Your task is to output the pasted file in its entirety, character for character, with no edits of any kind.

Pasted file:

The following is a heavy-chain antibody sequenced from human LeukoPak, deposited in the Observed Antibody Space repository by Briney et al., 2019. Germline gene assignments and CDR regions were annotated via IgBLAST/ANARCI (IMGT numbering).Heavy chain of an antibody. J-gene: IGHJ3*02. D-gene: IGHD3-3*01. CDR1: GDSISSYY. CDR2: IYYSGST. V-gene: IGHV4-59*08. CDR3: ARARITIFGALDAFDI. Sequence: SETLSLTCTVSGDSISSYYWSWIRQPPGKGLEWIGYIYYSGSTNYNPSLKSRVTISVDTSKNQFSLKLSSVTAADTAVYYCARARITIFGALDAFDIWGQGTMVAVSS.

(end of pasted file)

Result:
The following is a heavy-chain antibody sequenced from human LeukoPak, deposited in the Observed Antibody Space repository by Briney et al., 2019. Germline gene assignments and CDR regions were annotated via IgBLAST/ANARCI (IMGT numbering).Heavy chain of an antibody. J-gene: IGHJ3*02. D-gene: IGHD3-3*01. CDR1: GDSISSYY. CDR2: IYYSGST. V-gene: IGHV4-59*08. CDR3: ARARITIFGALDAFDI. Sequence: SETLSLTCTVSGDSISSYYWSWIRQPPGKGLEWIGYIYYSGSTNYNPSLKSRVTISVDTSKNQFSLKLSSVTAADTAVYYCARARITIFGALDAFDIWGQGTMVAVSS.